New Church Construction in Guatemala
FROM MANHATTAN TO MAYALAND: ONE CHURCH IN TWO WORLDS
As we approach the solemn anniversary of 9/11, indelible images of that fateful day flash across our minds. We recall with searing clarity the exact time of our whereabouts as the two projectile planes thrust themselves mercilessly into the glass and steel sides of the twin towers. Lost in the toxic smoke, ashes and twisted metal of that day-turned-into-night was the humble immigrant church of St. Nicholas, once cloaked in the protective shadows of the two looming giants. Now after nearly two decades, that which was buried under the cascading rubble of the World Trade Center is poised to rise again in triumph, a monument to the resilience of the human spirit, powered by a faith in the risen Lord.
In another distant world, one deaf to the sound of the ticker tape and engines of economic power, the world-class city where 800 languages are spoken and 8 million people live in close quarters, we descend southward to the remote rural town of Mayaland, located in an area that was once the cradle of Mayan civilization. For its 6,000 or so inhabitants life was a daily struggle for survival, caught up as they were in a brutal civil war (1960-1996) between the Guatemalan military and guerrilla forces. Because of unspeakable acts of inhumanity against whole villages, the people of Mayaland fled across the border into Chiapas, Mexico for safety and economic security. Their exile lasted from 1982 to 1994. Once repatriated to their lands, they tried to pick up the pieces of their shattered lives. Amidst all this turmoil, many found themselves drifting away or being alienated from their mother church. Desiring a church with sacraments to nourish them, representatives from three communities initiated a search. After a year of dialogue with Fr. Evangelos Pata, they decided to join the Orthodox Church on January 22, 2011.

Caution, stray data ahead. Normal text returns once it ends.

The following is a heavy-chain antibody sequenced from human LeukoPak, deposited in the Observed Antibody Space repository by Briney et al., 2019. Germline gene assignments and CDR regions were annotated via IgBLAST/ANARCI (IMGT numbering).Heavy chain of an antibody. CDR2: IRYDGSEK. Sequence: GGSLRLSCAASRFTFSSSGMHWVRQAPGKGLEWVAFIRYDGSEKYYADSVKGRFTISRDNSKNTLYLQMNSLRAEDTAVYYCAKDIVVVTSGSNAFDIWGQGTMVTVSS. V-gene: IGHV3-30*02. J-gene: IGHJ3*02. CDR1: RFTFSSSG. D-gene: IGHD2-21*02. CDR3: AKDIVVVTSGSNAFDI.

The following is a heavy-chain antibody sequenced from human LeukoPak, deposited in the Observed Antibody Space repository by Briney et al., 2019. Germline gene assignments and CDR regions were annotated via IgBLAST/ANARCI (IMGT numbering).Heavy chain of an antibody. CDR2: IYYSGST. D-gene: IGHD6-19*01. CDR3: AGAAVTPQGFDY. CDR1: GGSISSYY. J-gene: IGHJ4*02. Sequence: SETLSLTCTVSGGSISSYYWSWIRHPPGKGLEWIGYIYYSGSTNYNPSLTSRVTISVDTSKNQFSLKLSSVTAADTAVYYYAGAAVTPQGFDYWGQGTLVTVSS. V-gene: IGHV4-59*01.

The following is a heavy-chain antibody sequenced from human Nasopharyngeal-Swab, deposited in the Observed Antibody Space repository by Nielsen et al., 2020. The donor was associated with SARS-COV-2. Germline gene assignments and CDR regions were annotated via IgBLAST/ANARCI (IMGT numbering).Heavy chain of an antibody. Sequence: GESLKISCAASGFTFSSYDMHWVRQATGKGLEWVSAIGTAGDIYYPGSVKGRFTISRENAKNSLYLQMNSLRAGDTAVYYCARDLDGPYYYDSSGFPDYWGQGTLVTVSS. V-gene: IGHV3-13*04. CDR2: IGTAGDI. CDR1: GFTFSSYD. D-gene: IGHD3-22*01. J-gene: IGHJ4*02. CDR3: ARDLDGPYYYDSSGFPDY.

The spiritual direction taken by these humble and “rebellious” folk cost them dearly. The flames of persecution, fanned by their former co-religionists, gave rise to hateful accusations of not belonging to a real church, just another cult, of being false prophets and followers of the Antichrist. Confusion ensued and many left the movement, leaving only 12 families, with no place to meet.
In 2013, with the help of Father Andres Giron, the members were able to purchase a piece of land. The Mayaland community grew again, and a makeshift, shanty-like church, held together by wooden slats and covered by metal sheeting over a dirt floor, arose on the new site. This was only the beginning of their resurgence, because of one compelling Mayan attribute- fervent prayer. In the midst of their ground zero, and as survivors of genocidal warfare against their kind, they remained faithful to Christ, and He heard their plea.
In April of 2018, an anonymous donor asked to sponsor the building of a church in Guatemala, dedicated to the Theotokos. This donation seeded the start of a drive to build “La Santa Protección de la Teotocos.” Today, this beautiful Byzantine church, arising from the carnage and dislocation of a 36 year-old civil war, and nearing completion, cost less than one percent of the 85 million needed to build St. Nicholas at Ground Zero in Manhattan. In so many and varied ways the two worlds stand in stark contrast to each other, but the basic theme remains the same- out of the cruelty of great tragedy, a resilient faith in Christ can overcomes and heal a broken and wounded world. Though uniquely diverse through language, culture, ethnicity, the accident of history and circumstance in life, the Orthodox people of Manhattan and Mayaland can boast of the one thing they share in common- that “Christ is all and in all” (col. 3:11) through the One, Holy, Catholic and Apostolic Church. May we remain faithful to its precepts and rise with Christ to the challenge of His invincible calling.